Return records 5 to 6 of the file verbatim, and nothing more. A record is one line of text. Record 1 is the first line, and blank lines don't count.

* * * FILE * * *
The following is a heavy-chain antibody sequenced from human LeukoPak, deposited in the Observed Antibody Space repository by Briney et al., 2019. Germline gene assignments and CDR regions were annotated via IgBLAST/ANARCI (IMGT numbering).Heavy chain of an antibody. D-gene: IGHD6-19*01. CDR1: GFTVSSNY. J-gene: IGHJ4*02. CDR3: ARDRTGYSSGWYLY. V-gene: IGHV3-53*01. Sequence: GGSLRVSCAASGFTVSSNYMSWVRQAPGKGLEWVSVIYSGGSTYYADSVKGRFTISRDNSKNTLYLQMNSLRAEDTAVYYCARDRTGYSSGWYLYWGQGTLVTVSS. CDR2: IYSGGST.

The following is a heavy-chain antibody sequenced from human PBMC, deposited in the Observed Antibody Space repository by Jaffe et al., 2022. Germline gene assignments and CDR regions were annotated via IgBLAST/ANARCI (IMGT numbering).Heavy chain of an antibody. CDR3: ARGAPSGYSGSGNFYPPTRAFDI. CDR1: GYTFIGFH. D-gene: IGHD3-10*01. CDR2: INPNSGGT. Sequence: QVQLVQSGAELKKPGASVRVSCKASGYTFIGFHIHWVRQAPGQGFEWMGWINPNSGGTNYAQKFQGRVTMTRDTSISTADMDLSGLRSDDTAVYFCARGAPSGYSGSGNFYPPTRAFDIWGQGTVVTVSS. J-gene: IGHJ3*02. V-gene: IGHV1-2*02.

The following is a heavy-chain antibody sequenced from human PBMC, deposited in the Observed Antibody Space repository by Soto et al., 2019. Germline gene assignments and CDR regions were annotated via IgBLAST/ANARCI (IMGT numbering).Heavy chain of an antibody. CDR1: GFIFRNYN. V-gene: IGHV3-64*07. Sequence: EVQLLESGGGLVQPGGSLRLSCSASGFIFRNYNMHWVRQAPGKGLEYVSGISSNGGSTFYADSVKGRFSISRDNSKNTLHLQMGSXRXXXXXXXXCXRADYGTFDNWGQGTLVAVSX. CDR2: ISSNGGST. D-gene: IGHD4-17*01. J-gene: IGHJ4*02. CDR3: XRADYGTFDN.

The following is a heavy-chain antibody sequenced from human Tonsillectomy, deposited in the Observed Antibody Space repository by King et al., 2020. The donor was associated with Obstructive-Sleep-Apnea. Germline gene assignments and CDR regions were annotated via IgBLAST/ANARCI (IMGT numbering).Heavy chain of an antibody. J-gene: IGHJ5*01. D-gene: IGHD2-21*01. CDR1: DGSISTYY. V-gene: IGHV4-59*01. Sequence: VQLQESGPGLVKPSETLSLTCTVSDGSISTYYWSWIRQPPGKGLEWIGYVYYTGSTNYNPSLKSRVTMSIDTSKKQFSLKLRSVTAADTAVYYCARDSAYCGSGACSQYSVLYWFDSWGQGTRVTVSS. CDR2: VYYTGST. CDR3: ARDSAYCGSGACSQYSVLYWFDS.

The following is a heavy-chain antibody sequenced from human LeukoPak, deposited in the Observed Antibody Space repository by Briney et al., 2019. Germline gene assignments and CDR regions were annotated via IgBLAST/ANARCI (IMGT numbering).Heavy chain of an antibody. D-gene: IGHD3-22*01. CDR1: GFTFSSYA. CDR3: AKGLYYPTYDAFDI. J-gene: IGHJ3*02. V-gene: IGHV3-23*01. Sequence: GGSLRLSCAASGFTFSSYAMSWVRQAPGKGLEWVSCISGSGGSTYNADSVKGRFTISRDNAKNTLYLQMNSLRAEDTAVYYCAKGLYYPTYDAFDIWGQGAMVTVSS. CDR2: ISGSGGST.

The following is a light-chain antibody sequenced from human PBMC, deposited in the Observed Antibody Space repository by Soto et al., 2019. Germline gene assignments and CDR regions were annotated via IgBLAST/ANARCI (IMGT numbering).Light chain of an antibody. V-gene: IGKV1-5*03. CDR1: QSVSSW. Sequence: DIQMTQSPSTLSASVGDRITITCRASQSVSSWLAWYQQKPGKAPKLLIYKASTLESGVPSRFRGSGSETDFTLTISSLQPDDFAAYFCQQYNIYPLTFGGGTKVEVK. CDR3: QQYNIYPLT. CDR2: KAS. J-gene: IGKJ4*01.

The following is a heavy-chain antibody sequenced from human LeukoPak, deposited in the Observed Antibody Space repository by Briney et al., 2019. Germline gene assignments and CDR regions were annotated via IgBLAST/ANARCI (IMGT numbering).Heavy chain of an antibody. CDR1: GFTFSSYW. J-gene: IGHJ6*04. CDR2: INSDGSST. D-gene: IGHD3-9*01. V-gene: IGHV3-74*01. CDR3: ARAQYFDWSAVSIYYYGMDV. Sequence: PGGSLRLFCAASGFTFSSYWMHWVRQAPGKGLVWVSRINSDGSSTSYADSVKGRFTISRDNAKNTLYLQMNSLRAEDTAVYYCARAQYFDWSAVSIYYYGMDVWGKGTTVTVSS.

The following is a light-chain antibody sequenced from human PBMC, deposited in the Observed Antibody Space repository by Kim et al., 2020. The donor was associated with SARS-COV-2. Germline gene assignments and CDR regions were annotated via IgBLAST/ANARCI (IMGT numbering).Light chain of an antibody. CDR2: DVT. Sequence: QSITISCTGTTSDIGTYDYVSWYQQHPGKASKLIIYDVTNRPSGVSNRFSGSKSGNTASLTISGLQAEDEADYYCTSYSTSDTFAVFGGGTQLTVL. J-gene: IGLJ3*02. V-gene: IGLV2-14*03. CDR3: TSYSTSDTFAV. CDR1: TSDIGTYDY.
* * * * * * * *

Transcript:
The following is a heavy-chain antibody sequenced from human LeukoPak, deposited in the Observed Antibody Space repository by Briney et al., 2019. Germline gene assignments and CDR regions were annotated via IgBLAST/ANARCI (IMGT numbering).Heavy chain of an antibody. D-gene: IGHD3-22*01. CDR1: GFTFSSYA. CDR3: AKGLYYPTYDAFDI. J-gene: IGHJ3*02. V-gene: IGHV3-23*01. Sequence: GGSLRLSCAASGFTFSSYAMSWVRQAPGKGLEWVSCISGSGGSTYNADSVKGRFTISRDNAKNTLYLQMNSLRAEDTAVYYCAKGLYYPTYDAFDIWGQGAMVTVSS. CDR2: ISGSGGST.

The following is a light-chain antibody sequenced from human PBMC, deposited in the Observed Antibody Space repository by Soto et al., 2019. Germline gene assignments and CDR regions were annotated via IgBLAST/ANARCI (IMGT numbering).Light chain of an antibody. V-gene: IGKV1-5*03. CDR1: QSVSSW. Sequence: DIQMTQSPSTLSASVGDRITITCRASQSVSSWLAWYQQKPGKAPKLLIYKASTLESGVPSRFRGSGSETDFTLTISSLQPDDFAAYFCQQYNIYPLTFGGGTKVEVK. CDR3: QQYNIYPLT. CDR2: KAS. J-gene: IGKJ4*01.